March 28, 2023
Natural Gas

IEA: Rapid growth in natural gas demand is coming to an end |

The world invests hundreds of billions of dollars each year in renewable energy and other clean energy solutions, but it needs more than a trillion dollars in investment each year if it is to have any chance of reaching net zero emissions by 2050.

These are some of the key findings World Energy Outlook 2022 published by International Energy Agency IEA this week.

The use of renewables in electricity is expected to peak demand for coal and natural gas by the end of this decade, as the ongoing energy crisis forces governments to adopt stronger policies to support clean energy and reduce reliance on fossil fuels, especially after Russia’s invasion of Ukraine, according to the agency.

For the first time, the IEA’s World Energy Outlook scenario, based on current government policies and regulations, is in global demand every fossil fuel showing a peak or a plateau, the IEA said. Even natural gas, whose demand was previously expected to continue growing, could now join coal and oil in peaking around 2030, according to the IEA’s latest estimates.

In the reported practices scenario (STEP), coal use is expected to decline in the next few years, demand for natural gas is expected to plateau by the end of the decade, and growth in electric vehicle (EV) sales means oil demand will level off in the mid-term. in the 2030s before declining slightly by mid-century.

“One of the effects of the current crisis is that the era of rapid growth in global gas demand is coming to an end,” IEA Director General Fatih Birol said.

“In Europe, climate policy accelerates the transition away from gas. New supply will lower prices by the mid-2020s, and LNG will become even more important for gas security,” Birol added.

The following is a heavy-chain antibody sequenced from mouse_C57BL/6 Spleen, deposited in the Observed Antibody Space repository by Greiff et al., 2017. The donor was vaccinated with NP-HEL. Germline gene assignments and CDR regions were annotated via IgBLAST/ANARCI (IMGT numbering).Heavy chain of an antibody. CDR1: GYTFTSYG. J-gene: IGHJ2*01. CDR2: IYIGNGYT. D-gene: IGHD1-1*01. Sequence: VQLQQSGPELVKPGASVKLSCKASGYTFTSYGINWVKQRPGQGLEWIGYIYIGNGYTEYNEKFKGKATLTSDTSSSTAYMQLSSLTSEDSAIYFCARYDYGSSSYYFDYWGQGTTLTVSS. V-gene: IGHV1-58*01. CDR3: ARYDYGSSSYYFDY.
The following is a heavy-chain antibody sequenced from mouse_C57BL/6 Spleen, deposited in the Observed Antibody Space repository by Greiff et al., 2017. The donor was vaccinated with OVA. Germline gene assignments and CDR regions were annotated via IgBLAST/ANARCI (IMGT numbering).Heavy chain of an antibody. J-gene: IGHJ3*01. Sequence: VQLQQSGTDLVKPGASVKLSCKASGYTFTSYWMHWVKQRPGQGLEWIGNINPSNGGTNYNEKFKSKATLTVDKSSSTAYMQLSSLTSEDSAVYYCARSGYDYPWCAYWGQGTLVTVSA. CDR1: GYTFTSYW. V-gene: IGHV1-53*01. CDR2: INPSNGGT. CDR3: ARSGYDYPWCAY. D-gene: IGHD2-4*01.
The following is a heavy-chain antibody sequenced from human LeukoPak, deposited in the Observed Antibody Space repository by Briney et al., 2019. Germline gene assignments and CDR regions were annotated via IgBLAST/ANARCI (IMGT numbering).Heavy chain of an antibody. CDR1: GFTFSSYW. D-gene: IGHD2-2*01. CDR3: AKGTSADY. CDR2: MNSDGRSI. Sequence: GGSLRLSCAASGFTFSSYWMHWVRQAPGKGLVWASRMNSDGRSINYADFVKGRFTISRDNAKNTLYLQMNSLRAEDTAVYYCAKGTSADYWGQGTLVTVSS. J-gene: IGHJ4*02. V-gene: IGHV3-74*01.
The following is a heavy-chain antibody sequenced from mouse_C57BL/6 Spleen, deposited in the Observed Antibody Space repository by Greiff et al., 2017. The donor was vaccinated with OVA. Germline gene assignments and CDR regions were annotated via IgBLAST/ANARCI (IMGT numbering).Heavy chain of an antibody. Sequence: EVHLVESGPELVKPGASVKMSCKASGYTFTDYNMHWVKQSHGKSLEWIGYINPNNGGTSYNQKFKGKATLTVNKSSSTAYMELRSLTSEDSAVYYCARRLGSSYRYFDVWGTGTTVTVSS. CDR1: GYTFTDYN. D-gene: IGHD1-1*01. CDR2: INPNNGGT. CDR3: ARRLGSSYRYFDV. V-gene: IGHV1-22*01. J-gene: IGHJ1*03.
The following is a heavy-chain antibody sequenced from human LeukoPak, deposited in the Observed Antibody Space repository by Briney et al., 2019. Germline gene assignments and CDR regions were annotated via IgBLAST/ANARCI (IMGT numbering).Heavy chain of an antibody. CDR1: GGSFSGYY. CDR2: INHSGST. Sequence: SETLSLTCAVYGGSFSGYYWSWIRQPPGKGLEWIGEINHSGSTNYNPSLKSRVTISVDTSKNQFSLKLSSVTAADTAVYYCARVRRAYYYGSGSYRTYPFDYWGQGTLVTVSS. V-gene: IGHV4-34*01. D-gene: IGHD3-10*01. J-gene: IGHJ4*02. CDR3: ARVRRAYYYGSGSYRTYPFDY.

The recent rise in coal is small and only temporary, the IEA’s latest analysis shows. At the same time, renewable energy sources are expected to continue to grow and eat into the share of coal and gas in electricity distribution.

The current energy crisis may be a turning point for the even wider use of renewable energy sources, as domestically produced clean energy reduces dependence on imported fossil fuels.

“Government responses around the world promise to make this a historic and definitive turning point towards a cleaner, more affordable and safer energy system,” Birol said.

“The environmental aspect of clean energy did not need confirmation, but the economic arguments for cost-competitive and affordable clean technologies are now stronger – and so is the argument for energy security. Today’s alignment of economic, climate and security priorities has already begun to turn the dial toward a better outcome for the world’s people and planet,” the agency’s director said.

In the World Energy Outlook 2022, the IEA stated that investment in electricity from renewable energy sources needs to increase one of the largest in the Net Emissions (NZE) scenario, increasing from $390 billion in recent years to $1.3 trillion by 2030.

This level of annual spending in 2030 is huge, but not unprecedented in the energy industry.

That would match the highest level ever spent on fossil fuels, the $1.3 trillion spent on fossil fuels in 2014, the IEA said.

Investments in clean energy today are massive, but that still have to climb a lot if the world has a chance to reach net zero by 2050.

“A huge increase in energy investment is essential to reduce the risks of future price spikes and instability and to get on track to achieve net zero emissions by 2050,” the IEA said.

“A smooth and safe energy transition requires a significant increase in clean energy investment flows. Achieving the NZE scenario requires a tripling of clean energy and infrastructure by 2030, as well as a shift towards much greater investment in emerging markets and emerging economies.

By Tsvetana Paraskova for

More top readings from

#IEA #Rapid #growth #natural #gas #demand #coming #OilPricecom

Leave a Reply

Your email address will not be published. Required fields are marked *